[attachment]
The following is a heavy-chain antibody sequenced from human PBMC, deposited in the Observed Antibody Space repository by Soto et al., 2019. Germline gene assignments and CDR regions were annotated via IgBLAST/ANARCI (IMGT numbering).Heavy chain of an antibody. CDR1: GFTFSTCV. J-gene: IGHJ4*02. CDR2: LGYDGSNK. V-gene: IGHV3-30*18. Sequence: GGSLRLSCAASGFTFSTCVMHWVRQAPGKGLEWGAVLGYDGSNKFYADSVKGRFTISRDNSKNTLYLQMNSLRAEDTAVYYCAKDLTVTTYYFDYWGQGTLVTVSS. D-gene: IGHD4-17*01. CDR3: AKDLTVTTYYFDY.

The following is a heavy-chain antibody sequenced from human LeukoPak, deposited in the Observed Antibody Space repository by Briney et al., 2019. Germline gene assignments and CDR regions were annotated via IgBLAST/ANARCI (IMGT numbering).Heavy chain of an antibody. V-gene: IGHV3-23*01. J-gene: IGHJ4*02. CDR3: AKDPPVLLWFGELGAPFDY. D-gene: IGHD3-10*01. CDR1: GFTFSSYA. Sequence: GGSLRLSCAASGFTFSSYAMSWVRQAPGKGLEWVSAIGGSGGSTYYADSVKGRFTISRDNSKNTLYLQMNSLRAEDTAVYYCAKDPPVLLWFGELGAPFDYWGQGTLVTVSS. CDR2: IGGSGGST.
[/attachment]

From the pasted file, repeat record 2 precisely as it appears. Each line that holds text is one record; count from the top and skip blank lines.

The following is a heavy-chain antibody sequenced from human LeukoPak, deposited in the Observed Antibody Space repository by Briney et al., 2019. Germline gene assignments and CDR regions were annotated via IgBLAST/ANARCI (IMGT numbering).Heavy chain of an antibody. V-gene: IGHV3-23*01. J-gene: IGHJ4*02. CDR3: AKDPPVLLWFGELGAPFDY. D-gene: IGHD3-10*01. CDR1: GFTFSSYA. Sequence: GGSLRLSCAASGFTFSSYAMSWVRQAPGKGLEWVSAIGGSGGSTYYADSVKGRFTISRDNSKNTLYLQMNSLRAEDTAVYYCAKDPPVLLWFGELGAPFDYWGQGTLVTVSS. CDR2: IGGSGGST.